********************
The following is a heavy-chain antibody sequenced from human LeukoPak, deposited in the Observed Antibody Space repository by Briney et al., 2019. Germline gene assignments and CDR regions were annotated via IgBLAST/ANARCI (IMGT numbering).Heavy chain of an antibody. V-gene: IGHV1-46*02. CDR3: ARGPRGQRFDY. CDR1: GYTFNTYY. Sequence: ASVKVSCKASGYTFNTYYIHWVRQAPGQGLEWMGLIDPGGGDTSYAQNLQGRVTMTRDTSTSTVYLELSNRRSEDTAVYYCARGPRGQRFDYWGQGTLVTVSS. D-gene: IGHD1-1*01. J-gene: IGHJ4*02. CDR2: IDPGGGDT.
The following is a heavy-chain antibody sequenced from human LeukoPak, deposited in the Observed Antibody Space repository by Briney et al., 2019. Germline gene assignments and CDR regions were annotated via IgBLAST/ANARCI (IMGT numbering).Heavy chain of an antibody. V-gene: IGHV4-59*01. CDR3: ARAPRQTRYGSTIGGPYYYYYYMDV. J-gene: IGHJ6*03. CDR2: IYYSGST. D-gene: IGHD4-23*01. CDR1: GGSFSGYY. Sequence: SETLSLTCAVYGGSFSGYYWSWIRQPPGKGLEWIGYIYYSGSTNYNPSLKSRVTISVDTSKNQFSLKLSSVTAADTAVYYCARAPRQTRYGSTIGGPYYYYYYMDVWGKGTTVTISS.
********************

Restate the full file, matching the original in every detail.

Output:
The following is a heavy-chain antibody sequenced from human LeukoPak, deposited in the Observed Antibody Space repository by Briney et al., 2019. Germline gene assignments and CDR regions were annotated via IgBLAST/ANARCI (IMGT numbering).Heavy chain of an antibody. V-gene: IGHV1-46*02. CDR3: ARGPRGQRFDY. CDR1: GYTFNTYY. Sequence: ASVKVSCKASGYTFNTYYIHWVRQAPGQGLEWMGLIDPGGGDTSYAQNLQGRVTMTRDTSTSTVYLELSNRRSEDTAVYYCARGPRGQRFDYWGQGTLVTVSS. D-gene: IGHD1-1*01. J-gene: IGHJ4*02. CDR2: IDPGGGDT.
The following is a heavy-chain antibody sequenced from human LeukoPak, deposited in the Observed Antibody Space repository by Briney et al., 2019. Germline gene assignments and CDR regions were annotated via IgBLAST/ANARCI (IMGT numbering).Heavy chain of an antibody. V-gene: IGHV4-59*01. CDR3: ARAPRQTRYGSTIGGPYYYYYYMDV. J-gene: IGHJ6*03. CDR2: IYYSGST. D-gene: IGHD4-23*01. CDR1: GGSFSGYY. Sequence: SETLSLTCAVYGGSFSGYYWSWIRQPPGKGLEWIGYIYYSGSTNYNPSLKSRVTISVDTSKNQFSLKLSSVTAADTAVYYCARAPRQTRYGSTIGGPYYYYYYMDVWGKGTTVTISS.